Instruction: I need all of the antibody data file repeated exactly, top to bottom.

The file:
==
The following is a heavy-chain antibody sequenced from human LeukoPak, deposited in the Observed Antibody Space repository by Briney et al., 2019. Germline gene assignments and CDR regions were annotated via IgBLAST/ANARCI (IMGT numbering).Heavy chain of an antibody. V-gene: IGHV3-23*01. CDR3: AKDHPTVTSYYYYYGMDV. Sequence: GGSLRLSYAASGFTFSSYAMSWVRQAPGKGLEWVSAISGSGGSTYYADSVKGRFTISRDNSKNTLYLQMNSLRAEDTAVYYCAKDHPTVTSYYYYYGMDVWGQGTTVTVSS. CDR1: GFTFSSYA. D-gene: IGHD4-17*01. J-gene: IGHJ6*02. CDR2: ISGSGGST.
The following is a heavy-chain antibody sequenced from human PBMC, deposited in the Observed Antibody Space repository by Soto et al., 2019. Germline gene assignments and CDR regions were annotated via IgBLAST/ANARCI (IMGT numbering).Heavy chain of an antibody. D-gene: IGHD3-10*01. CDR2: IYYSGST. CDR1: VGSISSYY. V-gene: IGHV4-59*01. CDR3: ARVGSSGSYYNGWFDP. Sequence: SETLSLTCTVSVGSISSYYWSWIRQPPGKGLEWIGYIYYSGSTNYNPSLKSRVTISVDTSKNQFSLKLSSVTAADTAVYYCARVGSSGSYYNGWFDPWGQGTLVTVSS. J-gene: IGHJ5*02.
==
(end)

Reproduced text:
The following is a heavy-chain antibody sequenced from human LeukoPak, deposited in the Observed Antibody Space repository by Briney et al., 2019. Germline gene assignments and CDR regions were annotated via IgBLAST/ANARCI (IMGT numbering).Heavy chain of an antibody. V-gene: IGHV3-23*01. CDR3: AKDHPTVTSYYYYYGMDV. Sequence: GGSLRLSYAASGFTFSSYAMSWVRQAPGKGLEWVSAISGSGGSTYYADSVKGRFTISRDNSKNTLYLQMNSLRAEDTAVYYCAKDHPTVTSYYYYYGMDVWGQGTTVTVSS. CDR1: GFTFSSYA. D-gene: IGHD4-17*01. J-gene: IGHJ6*02. CDR2: ISGSGGST.
The following is a heavy-chain antibody sequenced from human PBMC, deposited in the Observed Antibody Space repository by Soto et al., 2019. Germline gene assignments and CDR regions were annotated via IgBLAST/ANARCI (IMGT numbering).Heavy chain of an antibody. D-gene: IGHD3-10*01. CDR2: IYYSGST. CDR1: VGSISSYY. V-gene: IGHV4-59*01. CDR3: ARVGSSGSYYNGWFDP. Sequence: SETLSLTCTVSVGSISSYYWSWIRQPPGKGLEWIGYIYYSGSTNYNPSLKSRVTISVDTSKNQFSLKLSSVTAADTAVYYCARVGSSGSYYNGWFDPWGQGTLVTVSS. J-gene: IGHJ5*02.